So, after the drink, I’m sitting in the theater and right away, the film goes straight for the meat–are the Jewish people hated or not? Gulp. So first, the director interviews his grandmother. She is proud and strong; still living in Israel, she sees herself separate from Jewish people living in America and elsewhere. Right away the viewer realizes that this film-maker is willing to spare nothing to examine his question–from far corners of the globe and the deep interior of the heart. Though he begins at home, he spans the gamut of opinions on the matter, from New York City to the gates of Auschwitz.

Luckily, the director was both witty and compassionate enough to approach this delicate subject with thoughtfulness, care, and an ounce or two of humor. He champions the extreme right and left wings with equal bravado. He listens to their arguments, finds the heart of their passions, and then digs deeper. As the film transpired, I became more and more aware of the delicate nature of this topic. In part because the wounds are generations deep. Fear of atrocity has become so woven into the fabric of the Jewish culture that it seemed to define their existence. One of the teachers interviewed on a field-trip with a group of Israeli teens at a concentration camp in Poland, wonders whether or not he is participating in the perpetuation of a deep cultural fear, leaving one to consider if it is indeed fear–or a kind of love–a deep desire to protect their living families, hence, their futures.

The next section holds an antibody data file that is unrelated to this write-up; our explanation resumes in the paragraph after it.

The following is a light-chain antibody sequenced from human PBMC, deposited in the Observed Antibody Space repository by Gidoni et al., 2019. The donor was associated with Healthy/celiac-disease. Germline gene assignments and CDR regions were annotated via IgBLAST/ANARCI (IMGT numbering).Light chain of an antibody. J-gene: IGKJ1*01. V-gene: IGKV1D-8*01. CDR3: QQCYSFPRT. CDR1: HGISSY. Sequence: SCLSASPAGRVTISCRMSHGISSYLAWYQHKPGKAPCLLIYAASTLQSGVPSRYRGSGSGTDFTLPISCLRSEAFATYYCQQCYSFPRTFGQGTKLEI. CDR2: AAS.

Gradually, while viewing the film, I grew more and more aware of my deep inclinations toward foreign documentaries, or foreign movies in general. Instead of handing the viewer an opinion on a silver platter, the director pours a selection of fine Cabernet and allows the tannins to mellow so those dining on the film can wet their inquisitiveness with distinction. If the film has depth, a viewer will appreciate how the subtleties add surprising notes and contrast. And like fine wine, ultimately, it is up to the viewer to determine how successful the artist’s attempt, after battling the elements, was at producing a fine film.

Surprisingly the film had a sense of humor, and whether he came up with style on his own or borrowed a slice or two from Michael Moore, Yoav Shamir, presented a documentary that challenged cultural assumptions, past and present, with apparent hope and a deep regard the future.

Photo: Director Yoav Shamir by festivals gallery

Here’s the Defamation trailer…